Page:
Alexander Damiano Ricci: Over the past few months there has been much speculation about a “Nexit” scenario that could follow the electoral success of Geert Wilders’s Party for Freedom in the upcoming Dutch elections. What is the general attitude towards Europe in the Netherlands?
Haans Vollaard: To start with, a Dutch exit from the European Union is unlikely. After the elections, the majority of the Parliament will still be in favour of remaining. Moreover, I think that there would not even be a majority for a referendum on EU membership to be organized. And even such a referendum should be held eventually, I expect the Dutch people to vote to stay.
Pragmatism is indeed a cross-class and cross-educational feature of the Dutch population. Still, it is clear that less-educated and low-earning classes tend to be more pessimistic about EU membership. This is quite understandable because they experience more labour competition.
ADR: After Brexit, what makes you so confident that Dutch voters would choose to remain?
HV: It is just a pragmatic consideration: for a small trading country like the Netherlands EU membership is an advantage. In the country, there has always been a 10% of people holding a Eurosceptic stance. But at the same time, there has always been a 10-15% in favour of a federal European Union. The latter group might have become smaller since the turn of the century, but the large chunk of people in between these two extreme positions have a rather pragmatic position.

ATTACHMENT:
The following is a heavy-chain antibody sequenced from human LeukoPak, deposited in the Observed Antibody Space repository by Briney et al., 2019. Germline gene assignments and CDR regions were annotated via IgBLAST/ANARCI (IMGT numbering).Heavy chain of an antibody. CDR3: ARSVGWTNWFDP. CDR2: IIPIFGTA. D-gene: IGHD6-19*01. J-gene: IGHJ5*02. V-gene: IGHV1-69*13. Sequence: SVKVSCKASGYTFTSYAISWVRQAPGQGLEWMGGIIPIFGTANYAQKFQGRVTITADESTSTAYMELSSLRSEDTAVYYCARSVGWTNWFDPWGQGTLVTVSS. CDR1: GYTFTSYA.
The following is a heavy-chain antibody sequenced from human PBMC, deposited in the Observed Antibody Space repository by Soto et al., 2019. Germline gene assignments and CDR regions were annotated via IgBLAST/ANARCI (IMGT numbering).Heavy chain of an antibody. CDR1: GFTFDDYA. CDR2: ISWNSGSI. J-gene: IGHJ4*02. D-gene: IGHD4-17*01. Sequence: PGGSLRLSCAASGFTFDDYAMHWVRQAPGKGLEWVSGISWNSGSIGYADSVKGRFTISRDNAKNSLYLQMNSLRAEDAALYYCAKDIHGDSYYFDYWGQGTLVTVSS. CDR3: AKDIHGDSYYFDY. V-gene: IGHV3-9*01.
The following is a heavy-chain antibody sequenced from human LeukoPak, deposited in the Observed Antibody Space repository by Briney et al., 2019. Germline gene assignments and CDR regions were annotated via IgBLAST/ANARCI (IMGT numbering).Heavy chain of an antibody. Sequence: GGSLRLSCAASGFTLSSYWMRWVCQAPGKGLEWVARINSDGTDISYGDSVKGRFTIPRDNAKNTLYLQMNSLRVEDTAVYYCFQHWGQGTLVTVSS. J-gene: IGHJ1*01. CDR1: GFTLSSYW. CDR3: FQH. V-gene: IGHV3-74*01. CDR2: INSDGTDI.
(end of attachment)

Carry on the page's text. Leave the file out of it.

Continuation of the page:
Pragmatism is indeed a cross-class and cross-educational feature of the Dutch population. Still, it is clear that less-educated and low-earning classes tend to be more pessimistic about EU membership. This is quite understandable because they experience more labour competition. They perceive migrants as a threat, given that the their economic means are limited.
ADR: Still, in the 2005 referendum on the EU’s constitutional treaty the Dutch people voted no…
HV: The “no” vote back then was informed by the diminishing power of the Netherlands inside the EU and the “identity erosion” process that was at play. These concerns could be expressed safely in that referendum which, at the end of the day, was not about EU membership.
ADR: How do you explain the success of Wilders over the last ten years?
HV: Let’s not forget that in 2010 Wilders won 24 parliamentary seats. However, since then, whenever he has participated in a local election, he has lost. It is a mistake to talk about an astonishing progression of his party, the PVV. Even if according to the polls he might the upcoming election, he might not fare well afterwards. Wilders is not entirely a success story.
ADR: Over the last decade or so Europe has experienced the failure of the European constitution, a financial crisis, the risk of a Grexit and the vote on Brexit. To what extent has all this helped Wilders?